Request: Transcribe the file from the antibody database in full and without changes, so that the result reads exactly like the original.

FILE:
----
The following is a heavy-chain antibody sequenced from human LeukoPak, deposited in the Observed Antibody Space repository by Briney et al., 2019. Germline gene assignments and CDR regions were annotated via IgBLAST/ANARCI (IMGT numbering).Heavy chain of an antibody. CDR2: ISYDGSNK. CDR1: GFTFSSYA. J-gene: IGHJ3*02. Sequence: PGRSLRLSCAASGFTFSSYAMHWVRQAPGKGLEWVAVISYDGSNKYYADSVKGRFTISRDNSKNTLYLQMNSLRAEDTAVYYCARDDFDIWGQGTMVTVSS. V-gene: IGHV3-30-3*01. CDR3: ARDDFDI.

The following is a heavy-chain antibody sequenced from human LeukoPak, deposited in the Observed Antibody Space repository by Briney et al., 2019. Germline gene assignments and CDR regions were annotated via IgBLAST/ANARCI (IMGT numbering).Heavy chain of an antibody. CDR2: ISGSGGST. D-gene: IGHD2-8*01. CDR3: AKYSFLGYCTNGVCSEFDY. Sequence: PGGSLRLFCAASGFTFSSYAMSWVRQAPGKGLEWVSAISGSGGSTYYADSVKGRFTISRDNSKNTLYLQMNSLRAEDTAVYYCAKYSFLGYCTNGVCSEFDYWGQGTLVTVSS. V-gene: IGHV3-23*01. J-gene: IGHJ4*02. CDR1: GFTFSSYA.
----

The following is a heavy-chain antibody sequenced from human LeukoPak, deposited in the Observed Antibody Space repository by Briney et al., 2019. Germline gene assignments and CDR regions were annotated via IgBLAST/ANARCI (IMGT numbering).Heavy chain of an antibody. CDR2: ISYDGSNK. CDR1: GFTFSSYA. J-gene: IGHJ3*02. Sequence: PGRSLRLSCAASGFTFSSYAMHWVRQAPGKGLEWVAVISYDGSNKYYADSVKGRFTISRDNSKNTLYLQMNSLRAEDTAVYYCARDDFDIWGQGTMVTVSS. V-gene: IGHV3-30-3*01. CDR3: ARDDFDI.

The following is a heavy-chain antibody sequenced from human LeukoPak, deposited in the Observed Antibody Space repository by Briney et al., 2019. Germline gene assignments and CDR regions were annotated via IgBLAST/ANARCI (IMGT numbering).Heavy chain of an antibody. CDR2: ISGSGGST. D-gene: IGHD2-8*01. CDR3: AKYSFLGYCTNGVCSEFDY. Sequence: PGGSLRLFCAASGFTFSSYAMSWVRQAPGKGLEWVSAISGSGGSTYYADSVKGRFTISRDNSKNTLYLQMNSLRAEDTAVYYCAKYSFLGYCTNGVCSEFDYWGQGTLVTVSS. V-gene: IGHV3-23*01. J-gene: IGHJ4*02. CDR1: GFTFSSYA.